38 Levels of English Language Proficiency
6 ENTERING BEGINNING DEVELOPING EXPANDING 1 2 3 4 5 BRIDGING R E A C H I N G The labels used for the six proficiency levels were created by the WIDA development team. EL status is restricted to levels 1 through 5. A student reaching level 6 shows no language characteristics that would distinguish him or her as needing special English language services. Such a student would be capable enough in all language domains: Speaking, Listening, Reading and Writing, to be able to benefit fully from mainstream classroom instruction. Note that a student at a lower level in the policy set by states or school districts may be designated as functionally able to participate in and benefit from regular classroom instruction and may, in fact, be exited from special English language services. In Alabama, the exit level is 4.8. WIDA Consortium / CAL / MetriTech 38 38

39 Criteria for Performance Definitions (Review)
ENTERING BEGINNING DEVELOPING EXPANDING BRIDGING 5 4 3 2 1 6 R E A C H I N G Linguistic Complexity: The amount and quality of speech or writing for a given situation Vocabulary Usage: The specificity of words or phrases for a given context Language Control: The comprehensibility of the communication based on the amount and type of errors Remind the participants what each criteria means because the next activity involves using them in the WIDA writing rubric. WIDA Consortium 39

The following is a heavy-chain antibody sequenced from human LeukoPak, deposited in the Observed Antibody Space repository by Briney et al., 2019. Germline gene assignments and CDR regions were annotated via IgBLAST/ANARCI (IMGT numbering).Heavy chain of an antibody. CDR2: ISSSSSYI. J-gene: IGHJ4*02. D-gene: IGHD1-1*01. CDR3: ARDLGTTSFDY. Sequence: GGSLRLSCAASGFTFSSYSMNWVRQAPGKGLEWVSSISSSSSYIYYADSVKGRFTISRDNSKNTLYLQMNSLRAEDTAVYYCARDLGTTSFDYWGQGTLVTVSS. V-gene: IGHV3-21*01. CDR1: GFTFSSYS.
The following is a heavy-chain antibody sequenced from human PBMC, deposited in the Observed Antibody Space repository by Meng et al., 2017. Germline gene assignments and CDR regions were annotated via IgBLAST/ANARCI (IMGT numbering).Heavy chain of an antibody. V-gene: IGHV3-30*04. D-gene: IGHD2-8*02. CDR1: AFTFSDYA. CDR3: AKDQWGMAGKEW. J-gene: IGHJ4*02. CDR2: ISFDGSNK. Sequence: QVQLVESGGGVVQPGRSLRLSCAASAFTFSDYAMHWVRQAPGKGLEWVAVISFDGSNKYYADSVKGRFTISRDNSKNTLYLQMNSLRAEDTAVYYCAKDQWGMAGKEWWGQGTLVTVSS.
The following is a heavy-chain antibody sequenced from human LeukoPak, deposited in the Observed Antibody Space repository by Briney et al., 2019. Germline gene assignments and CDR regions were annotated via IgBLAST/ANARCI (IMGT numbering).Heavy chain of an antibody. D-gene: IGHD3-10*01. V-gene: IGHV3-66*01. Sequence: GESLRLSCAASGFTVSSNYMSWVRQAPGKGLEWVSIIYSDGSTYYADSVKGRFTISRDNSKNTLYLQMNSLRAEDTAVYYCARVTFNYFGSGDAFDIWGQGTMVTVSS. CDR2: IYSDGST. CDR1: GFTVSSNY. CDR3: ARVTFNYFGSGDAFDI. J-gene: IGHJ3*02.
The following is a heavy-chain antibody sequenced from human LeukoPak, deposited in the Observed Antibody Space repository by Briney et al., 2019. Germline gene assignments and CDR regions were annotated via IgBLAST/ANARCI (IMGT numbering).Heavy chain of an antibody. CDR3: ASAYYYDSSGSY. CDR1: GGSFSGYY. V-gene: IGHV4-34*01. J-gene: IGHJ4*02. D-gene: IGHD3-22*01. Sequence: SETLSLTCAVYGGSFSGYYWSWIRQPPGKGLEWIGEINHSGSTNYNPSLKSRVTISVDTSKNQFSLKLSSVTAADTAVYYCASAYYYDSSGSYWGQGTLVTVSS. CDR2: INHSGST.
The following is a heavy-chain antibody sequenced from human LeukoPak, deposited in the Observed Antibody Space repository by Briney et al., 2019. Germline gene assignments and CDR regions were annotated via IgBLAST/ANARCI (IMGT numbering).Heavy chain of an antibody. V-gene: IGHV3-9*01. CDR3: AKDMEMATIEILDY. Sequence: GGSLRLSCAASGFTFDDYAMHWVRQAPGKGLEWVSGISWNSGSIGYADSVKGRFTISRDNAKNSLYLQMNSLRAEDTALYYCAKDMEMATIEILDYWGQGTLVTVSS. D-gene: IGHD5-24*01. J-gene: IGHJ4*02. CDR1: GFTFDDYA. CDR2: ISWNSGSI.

40 Performance Level Expectations at Different Proficiency Levels
Language Proficiency (Performance Level Descriptions) 1 Entering 2 Beginning 3 Developing 4 Expanding 5 Bridging PIs L 1 L 2 L 3 L4 L 5 Linguistic Complexity Vocabulary Usage Language Control You can see how a student’s command of each three criteria expands and develops as s/he undergoes the process of second language acquisition as it relates to CALP. WIDA Consortium 40

41 Model performance indicators
An MPI is a language objective that contains 3 parts: A language function word such as describe, label, critique. The content of the lesson Support or scaffolding to help the EL obtain the content. 41

42 The Model Performance Indicator Language Function
Here is an example of an MPI or Language Objective. Let’s look at the 3 parts of the MPI: Language Function, Content Stem, Support or scaffold. Click for next slide WIDA Consortium / CAL / MetriTech 42

43 The Model Performance Indicator Language Function
Language Function = “Describe” Content Stem = “objects of the earth or sky” Support = “from observation, photographs or models” The language refers to words such as describe, infer, predict, identify and state. WIDA Consortium / CAL / MetriTech 43

44 Planning: Can Do Descriptors